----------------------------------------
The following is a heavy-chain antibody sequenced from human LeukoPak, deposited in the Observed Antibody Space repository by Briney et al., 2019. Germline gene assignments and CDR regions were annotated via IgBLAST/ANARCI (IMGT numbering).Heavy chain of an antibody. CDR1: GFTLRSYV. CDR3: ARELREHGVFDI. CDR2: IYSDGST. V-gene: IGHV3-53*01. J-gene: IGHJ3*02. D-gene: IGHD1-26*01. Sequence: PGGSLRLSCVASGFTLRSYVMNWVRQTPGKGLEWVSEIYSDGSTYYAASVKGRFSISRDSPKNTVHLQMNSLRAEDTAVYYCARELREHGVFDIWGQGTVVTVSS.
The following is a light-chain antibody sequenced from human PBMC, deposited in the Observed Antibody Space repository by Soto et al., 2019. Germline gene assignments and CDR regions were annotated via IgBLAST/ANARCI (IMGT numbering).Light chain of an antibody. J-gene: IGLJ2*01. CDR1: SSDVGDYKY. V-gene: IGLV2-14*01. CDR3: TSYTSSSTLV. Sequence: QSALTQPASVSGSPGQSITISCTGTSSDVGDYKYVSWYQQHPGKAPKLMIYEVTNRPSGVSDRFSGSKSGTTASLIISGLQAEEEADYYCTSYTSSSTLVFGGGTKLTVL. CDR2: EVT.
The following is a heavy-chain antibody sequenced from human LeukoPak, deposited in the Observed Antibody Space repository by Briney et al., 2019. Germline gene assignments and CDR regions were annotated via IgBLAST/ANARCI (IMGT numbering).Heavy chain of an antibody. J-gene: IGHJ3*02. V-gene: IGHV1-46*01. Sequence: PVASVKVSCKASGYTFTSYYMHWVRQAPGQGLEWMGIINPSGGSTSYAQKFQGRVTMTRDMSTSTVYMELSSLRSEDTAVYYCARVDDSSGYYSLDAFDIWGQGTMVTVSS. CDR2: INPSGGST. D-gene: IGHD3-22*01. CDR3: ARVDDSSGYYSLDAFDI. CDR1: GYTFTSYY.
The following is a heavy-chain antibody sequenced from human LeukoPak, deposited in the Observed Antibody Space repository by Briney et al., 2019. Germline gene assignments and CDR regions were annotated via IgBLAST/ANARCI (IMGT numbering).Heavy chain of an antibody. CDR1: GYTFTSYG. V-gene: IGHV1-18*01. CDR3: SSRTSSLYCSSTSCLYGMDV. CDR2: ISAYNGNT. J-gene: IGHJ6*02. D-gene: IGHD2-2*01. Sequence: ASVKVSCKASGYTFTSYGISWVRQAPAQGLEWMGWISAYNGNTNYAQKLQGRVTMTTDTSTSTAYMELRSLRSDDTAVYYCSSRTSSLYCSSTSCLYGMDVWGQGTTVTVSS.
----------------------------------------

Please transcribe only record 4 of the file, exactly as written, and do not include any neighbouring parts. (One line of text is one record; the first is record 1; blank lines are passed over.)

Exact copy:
The following is a heavy-chain antibody sequenced from human LeukoPak, deposited in the Observed Antibody Space repository by Briney et al., 2019. Germline gene assignments and CDR regions were annotated via IgBLAST/ANARCI (IMGT numbering).Heavy chain of an antibody. CDR1: GYTFTSYG. V-gene: IGHV1-18*01. CDR3: SSRTSSLYCSSTSCLYGMDV. CDR2: ISAYNGNT. J-gene: IGHJ6*02. D-gene: IGHD2-2*01. Sequence: ASVKVSCKASGYTFTSYGISWVRQAPAQGLEWMGWISAYNGNTNYAQKLQGRVTMTTDTSTSTAYMELRSLRSDDTAVYYCSSRTSSLYCSSTSCLYGMDVWGQGTTVTVSS.